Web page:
Donald Trump’s criminal trial over a stash of White House documents recovered from his home in an FBI raid may not take place until November.
That was the request that Department of Justice Special Counsel Jack Smith filed late Friday evening with Judge Aileen Cannon, who is overseeing the prosecution of the former president.
ABC News first reported the filing, which cites the need for prosecutorial staff to obtain security clearances as one of the key reasons for their requested delay past the original trial date in August.
A second motion requests that Ms Cannon prevent the release of a list of witnesses for the trial whom the Justice Department will seek Mr Trump be barred from contacting. Among other crimes, the ex-president is also charged with witness tampering, and has been ordered not to be in contact with one of his close aides: Walt Nauta.
The development means that any trial will likely begin after at least the initial GOP primary debate this summer and could very well continue through voting in early primary states next year.
Mr Trump has plead not guilty to all 37 counts, and loudly decried what he calls a witch hunt against him. But senior officials from his own administration have undercut that defence, unwilling to propagate the fantasy that Mr Trump had the authority to retain classified documents that pertained to national defence or the nonsense theory that the trove is somehow comparable to much smaller batches of presidential records recovered (without resistance, unlike in Mr Trump’s case) from the homes of Mike Pence and Joe Biden.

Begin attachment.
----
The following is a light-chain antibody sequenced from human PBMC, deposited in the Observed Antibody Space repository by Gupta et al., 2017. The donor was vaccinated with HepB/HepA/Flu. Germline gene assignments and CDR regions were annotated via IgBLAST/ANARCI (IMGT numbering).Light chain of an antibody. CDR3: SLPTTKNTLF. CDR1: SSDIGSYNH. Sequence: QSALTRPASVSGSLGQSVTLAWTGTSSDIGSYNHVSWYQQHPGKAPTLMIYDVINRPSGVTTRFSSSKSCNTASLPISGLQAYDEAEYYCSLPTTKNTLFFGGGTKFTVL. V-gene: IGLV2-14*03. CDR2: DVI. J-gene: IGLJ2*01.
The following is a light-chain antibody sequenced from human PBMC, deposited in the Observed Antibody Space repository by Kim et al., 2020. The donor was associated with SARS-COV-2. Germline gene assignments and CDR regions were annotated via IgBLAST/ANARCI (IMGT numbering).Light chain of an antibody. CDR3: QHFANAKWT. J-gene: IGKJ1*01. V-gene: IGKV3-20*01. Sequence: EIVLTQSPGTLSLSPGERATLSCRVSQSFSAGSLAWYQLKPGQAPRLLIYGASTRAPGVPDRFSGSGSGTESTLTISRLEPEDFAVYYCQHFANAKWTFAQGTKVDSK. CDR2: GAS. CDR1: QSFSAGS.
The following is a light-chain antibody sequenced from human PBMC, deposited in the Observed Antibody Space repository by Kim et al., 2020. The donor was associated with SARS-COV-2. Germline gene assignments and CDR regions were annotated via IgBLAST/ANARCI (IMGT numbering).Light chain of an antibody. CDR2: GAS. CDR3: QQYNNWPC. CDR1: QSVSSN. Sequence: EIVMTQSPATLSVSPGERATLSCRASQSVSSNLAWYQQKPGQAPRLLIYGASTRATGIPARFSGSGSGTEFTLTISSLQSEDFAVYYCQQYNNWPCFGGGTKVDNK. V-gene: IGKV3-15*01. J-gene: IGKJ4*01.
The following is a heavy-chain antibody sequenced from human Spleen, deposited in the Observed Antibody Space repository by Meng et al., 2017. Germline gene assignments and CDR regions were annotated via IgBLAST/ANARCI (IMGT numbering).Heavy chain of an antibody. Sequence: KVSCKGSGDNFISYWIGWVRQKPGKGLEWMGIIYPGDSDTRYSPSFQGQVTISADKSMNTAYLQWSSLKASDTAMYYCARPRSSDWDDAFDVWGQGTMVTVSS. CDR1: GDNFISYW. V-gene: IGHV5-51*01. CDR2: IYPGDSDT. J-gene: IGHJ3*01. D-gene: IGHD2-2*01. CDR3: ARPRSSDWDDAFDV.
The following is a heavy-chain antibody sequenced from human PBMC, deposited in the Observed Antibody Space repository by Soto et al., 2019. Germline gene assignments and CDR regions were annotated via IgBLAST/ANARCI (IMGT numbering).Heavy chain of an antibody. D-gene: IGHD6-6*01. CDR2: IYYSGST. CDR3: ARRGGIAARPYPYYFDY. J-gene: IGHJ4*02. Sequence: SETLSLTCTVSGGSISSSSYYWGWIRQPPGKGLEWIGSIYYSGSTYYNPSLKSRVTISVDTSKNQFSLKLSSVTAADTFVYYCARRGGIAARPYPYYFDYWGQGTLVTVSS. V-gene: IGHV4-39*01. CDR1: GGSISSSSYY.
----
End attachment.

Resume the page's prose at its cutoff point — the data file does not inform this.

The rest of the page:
His allies have claimed without evidence that the Justice Department is coordinating with the White House on the case, and have held strong to the idea that their leader did nothing wrong.
But new evidence obtained by news outlets indicates that Mr Trump even spoke to reporters about a document in his possession which he verbally acknowledged was still classified.
Mr Smith’s case exploded into view last year with the FBI’s raid of Mar-a-Lago; now, it is one of more than a half dozen criminal and civil legal fights bearing down on the former president.
Aside from being accused of violating the Espionage Act with his trove of (allegedly) stolen documents, Mr Trump is also accused of 34 counts of falsifying business records in New York; in addition, the actions of the ex-president and his legal team are thought to be at the centre of a grand jury investigation in Georgia over the efforts to change the election results in that state.
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